Saturday, January 8, 2022

Writer's Hideaway, Redux

 Several years ago, I wrote a post on my "Writer's Hideaway". Since that time, well, a lot has happened, not the least of which is a move from Madison, Wisconsin to Janesville, Wisconsin, at the height of the pandemic. This was to cut the commute from Madison to my then-new job in Whitewater in half. Very long story short, after having a house in Delevan fall through on us (a dream house, in many ways - that one still hurts), we found a place in Janesville, which has its benefits (living a mile away from my grandkids, for example). 

One big benefit was being able to move out of my basement writing cave in Madison to a much less dank writing area here in Janesville, up on the second floor. I've moved up in the world, as they say. So, as I did then, I thought I'd do a mini-tour now that I'm mostly settled in there after a year and a half. Your interest may vary, but this is my little microcosmic world where I can immerse myself in the imagination and bleed my ideas onto the page. Not that all my writing takes place here - I will write anywhere and everywhere when the mood strikes. I keep a little notebook and pens with me wherever I go just for such occasions. But when I want to dig deep and experience the ritual magic that is the writing exercise, this is my holy-of-holies.


We'll start at one of two desks. In all honesty, I don't use this desk much. Once in a while, when the mood strikes. It's nice to have options, I suppose. The rocket lamp in the photo obscures the original painting I bought, which is one of two covers for The Umerican Survival Guide. This is the original oil painting of the "Delve" cover, and it's a beaut. You'll also see some of my unpainted miniatures (mainly Call of Cthulhu nasties and martians), a candle, my deck of Moebius trading cards, a can of Crazy Aaron's Thinking Putty (magnetic version) for meditative purposes, and my tarot deck by Micah Ulrich (which gets a lot of use in my writing, believe it or not). There are some skulls and spaceships back there (dunno if you can see my space battleship Yamato or not), and probably lots of other inspirational knicknacks I'm forgetting because I'm not in that room at this moment.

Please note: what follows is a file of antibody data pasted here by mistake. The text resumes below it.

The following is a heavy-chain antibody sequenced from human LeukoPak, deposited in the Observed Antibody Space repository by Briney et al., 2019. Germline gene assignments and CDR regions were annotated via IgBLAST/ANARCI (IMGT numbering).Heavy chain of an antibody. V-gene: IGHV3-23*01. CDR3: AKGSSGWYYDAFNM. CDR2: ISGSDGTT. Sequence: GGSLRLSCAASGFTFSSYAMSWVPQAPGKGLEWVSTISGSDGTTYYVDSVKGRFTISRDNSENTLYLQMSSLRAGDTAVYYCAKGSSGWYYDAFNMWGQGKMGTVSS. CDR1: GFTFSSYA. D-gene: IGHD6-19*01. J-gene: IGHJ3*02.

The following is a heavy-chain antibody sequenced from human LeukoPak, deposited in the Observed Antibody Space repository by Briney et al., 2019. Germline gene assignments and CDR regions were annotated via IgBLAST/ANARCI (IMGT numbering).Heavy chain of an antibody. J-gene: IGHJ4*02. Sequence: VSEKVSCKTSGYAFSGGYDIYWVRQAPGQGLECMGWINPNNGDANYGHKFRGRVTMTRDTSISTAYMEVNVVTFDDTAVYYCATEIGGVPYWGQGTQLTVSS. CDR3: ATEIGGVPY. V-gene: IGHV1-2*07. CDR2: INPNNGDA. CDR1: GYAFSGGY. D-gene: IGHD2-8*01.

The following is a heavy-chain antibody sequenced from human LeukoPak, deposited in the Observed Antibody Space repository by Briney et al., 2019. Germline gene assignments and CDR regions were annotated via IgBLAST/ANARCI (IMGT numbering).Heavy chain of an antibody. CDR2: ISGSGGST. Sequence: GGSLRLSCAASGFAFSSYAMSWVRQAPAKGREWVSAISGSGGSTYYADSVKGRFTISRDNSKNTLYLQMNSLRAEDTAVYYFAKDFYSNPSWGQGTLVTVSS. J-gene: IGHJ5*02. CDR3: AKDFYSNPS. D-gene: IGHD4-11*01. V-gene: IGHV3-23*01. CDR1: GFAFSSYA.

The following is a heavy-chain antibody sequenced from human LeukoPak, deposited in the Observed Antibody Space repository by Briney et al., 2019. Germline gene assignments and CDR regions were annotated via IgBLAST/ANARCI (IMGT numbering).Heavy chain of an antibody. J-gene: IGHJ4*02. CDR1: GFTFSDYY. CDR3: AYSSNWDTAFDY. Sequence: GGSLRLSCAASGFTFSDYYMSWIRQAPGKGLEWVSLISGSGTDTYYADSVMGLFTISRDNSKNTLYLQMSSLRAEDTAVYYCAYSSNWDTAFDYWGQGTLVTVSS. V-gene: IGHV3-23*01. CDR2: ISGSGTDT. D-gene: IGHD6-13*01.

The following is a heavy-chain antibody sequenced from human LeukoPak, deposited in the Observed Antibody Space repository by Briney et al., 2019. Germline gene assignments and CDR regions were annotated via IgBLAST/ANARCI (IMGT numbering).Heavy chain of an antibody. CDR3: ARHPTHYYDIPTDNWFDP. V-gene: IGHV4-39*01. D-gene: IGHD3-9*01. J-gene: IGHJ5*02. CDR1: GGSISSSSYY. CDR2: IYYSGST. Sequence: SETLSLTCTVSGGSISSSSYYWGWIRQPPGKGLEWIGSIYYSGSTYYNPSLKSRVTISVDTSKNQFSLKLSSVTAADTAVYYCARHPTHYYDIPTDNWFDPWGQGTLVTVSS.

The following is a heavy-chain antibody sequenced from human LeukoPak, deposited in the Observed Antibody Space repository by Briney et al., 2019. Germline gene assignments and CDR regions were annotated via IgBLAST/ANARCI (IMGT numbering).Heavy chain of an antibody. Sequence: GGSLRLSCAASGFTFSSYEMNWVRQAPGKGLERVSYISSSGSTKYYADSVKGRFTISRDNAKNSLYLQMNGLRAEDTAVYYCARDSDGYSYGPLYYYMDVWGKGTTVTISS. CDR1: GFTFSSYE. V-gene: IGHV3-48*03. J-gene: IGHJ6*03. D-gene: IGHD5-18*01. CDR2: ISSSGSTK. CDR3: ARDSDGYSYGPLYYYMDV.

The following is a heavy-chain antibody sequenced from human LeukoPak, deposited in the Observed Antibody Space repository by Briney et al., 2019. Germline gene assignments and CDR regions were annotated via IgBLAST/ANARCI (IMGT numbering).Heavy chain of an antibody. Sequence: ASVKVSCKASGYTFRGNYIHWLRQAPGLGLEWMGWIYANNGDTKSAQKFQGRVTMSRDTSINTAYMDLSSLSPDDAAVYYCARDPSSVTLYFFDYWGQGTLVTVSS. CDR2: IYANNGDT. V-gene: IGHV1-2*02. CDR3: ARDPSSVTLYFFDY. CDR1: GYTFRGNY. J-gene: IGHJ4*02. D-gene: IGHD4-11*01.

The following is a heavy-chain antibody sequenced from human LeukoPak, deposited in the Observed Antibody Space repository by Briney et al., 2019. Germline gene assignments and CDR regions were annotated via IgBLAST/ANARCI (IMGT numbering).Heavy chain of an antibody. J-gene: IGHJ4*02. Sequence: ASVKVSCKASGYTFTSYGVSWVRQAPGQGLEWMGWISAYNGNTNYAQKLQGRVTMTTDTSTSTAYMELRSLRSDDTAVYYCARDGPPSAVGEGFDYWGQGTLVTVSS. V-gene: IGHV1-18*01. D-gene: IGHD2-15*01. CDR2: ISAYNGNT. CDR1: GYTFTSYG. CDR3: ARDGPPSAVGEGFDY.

You can probably see why I don't often write here. This used to be an attic, and the ceiling is very low here, even for a shorter than average guy like me. It's cozy.

Here you can see my collection of art books, my very small (and very particular) vinyl collection, my very small and very particular stack of DVDs, my very small and very particular stack of CDs, my collection of Grimjack comic books (No, I don't have all of them. If you have some you want to sell, message me!), and sundry other knicknacks, some of which are original art made by me or my kids or my wife's students (when she taught - she's happily retired now). Also, a chain of pictures of my kids from when they were much younger, and an antiqued mirror, which I should buy more of . . . The antiqued mirror plays tricks and causes illusions and visions that I use in my writing; a sort of hallucinogenic scrying stone. To the right, outside of the picture, are a couple boxes of my novel Heraclix and Pomp (softcover and hardcover). If you're interested in getting a signed copy from me, message me. 


Turning clockwise, you'll see my shelf containing two rayguns, an incense burner hand-carved by famed Poppet artist Lisa Snellings, and a ceramic piece of a face I did in high school (I'm still pretty proud of that guy). Some books, of course - too many to list here - are under that. And at the bottom, a print by Valin Mattheis (who also did the cover art for my book The Varvaros Ascensions). 


Just below that is "sword corner" where I keep my Darkwood armory rapier and dagger. There's also a lantern there and a birdcage containing a paperback copy of Edgar Allen Poe's The Raven, along with over a dozen origami ravens a friend made for me. They are hard to keep fed, but I am rather fond of them.


Looking to the right of sword corner, I have couple of bottles sitting on the window sill over some art. I don't drink, but the bottle on the left was a homebrew rootbeer with the Heraclix and Pomp cover on it that my agent brewed up years ago for the H&P release party. Next to that is an empty bottle of a beer concocted by the band Droids Attack. I used to work with Brad, the lead singer, and he gave me this. If you're into heavy music, definitely check them out!